Colouring: Are enumerated structures coloured according to their R-groups (full or random enumeration) or to the query structure (Markush reduction).
Show R-groups: Are R-groups displayed in the Markush structure and the enumerated structures.
This allows a Chemical Terms filter to be specified that is applied to each enumerated structure. Those enumerated structures that fail the filter are discarded. When a filter is set you may then see fewer structures than you set as the maximum as some may be discarded. To set a Chemical Terms filter double click on the panel and the editor opens. This is the same editor that is used when specifying a Chemical Terms filter for queries , and the filter specified must return a boolean value (true or false). This filter can be useful for filtering out non-drug-like structures or similar purposes. Note that it only applies to Full or Random enumeration as Markush reduction can generate partially enumerated structures for which properties cannot be calculated. For more information about specifying Chemical Terms filters see here.
This tab lets you specify how you want your enumerated structures output. The default is to output them to the display area in the lower half of the window, in which case you can also specify the grid size. Alternatively you can output to a file. When this option is set you are prompted for the filename when you start the enumeration.
Library size - The full enumerated size of the library is displayed beneath the Markush structure. This helps you decide whether to use full or partial enumeration, and whether to adjust the limit on the maximum library size.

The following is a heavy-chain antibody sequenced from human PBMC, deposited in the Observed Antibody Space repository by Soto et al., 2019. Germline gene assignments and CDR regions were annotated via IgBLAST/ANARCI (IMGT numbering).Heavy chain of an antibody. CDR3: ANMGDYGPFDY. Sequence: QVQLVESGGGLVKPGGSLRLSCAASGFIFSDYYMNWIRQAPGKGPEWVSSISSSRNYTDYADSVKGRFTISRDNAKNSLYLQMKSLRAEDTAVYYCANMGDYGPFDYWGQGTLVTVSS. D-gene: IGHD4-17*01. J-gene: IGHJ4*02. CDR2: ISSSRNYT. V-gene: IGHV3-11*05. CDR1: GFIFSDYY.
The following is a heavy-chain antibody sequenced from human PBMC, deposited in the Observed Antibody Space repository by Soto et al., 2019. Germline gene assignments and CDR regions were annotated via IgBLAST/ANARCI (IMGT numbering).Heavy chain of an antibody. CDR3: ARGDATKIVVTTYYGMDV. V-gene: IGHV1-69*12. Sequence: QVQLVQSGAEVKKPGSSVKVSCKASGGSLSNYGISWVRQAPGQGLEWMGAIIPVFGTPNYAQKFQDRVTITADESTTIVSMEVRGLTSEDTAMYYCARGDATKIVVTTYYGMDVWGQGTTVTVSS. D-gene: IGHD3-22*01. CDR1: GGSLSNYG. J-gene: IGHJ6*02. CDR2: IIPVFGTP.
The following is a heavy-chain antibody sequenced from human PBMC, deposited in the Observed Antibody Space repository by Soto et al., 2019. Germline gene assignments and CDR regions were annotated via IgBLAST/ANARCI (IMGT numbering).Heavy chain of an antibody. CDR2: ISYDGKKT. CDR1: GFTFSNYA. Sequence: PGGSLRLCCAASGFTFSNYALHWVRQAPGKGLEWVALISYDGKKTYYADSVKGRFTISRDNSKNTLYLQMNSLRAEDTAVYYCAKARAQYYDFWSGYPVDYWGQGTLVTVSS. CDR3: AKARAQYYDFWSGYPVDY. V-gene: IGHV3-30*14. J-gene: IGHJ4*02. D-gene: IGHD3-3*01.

The actual number of enumerated structures may be less than the calculated full enumerated library size. This is because the actual enumeration includes a valence filter that excludes incorrect structures. For instance this can happen when using query bond features e.g. an ANY bond attached to a benzene ring will give a predicted library size of 3, but when the actual enumeration is performed only a single structure will be generated as the double and triple bond variants would result in valence errors.
Once the appropriate options have been set the enumeration can be started by pressing the 'Enumerate' button. Once running this button changes to 'Cancel' allowing the enumeration to be halted at it's current position. Results are displayed as the structures are generated. If enumerating to file sample enumerated structures are displayed as the enumeration proceeds.
Memory usage: Enumerated libraries can be very large. Enumeration can be slow and use lots of memory. If you are wanting to enumerate large libraries then consider:
Increasing the amount of memory available to Instant JChem. See the memory usage documentation for details.
Outputting the results to file rather than displaying them.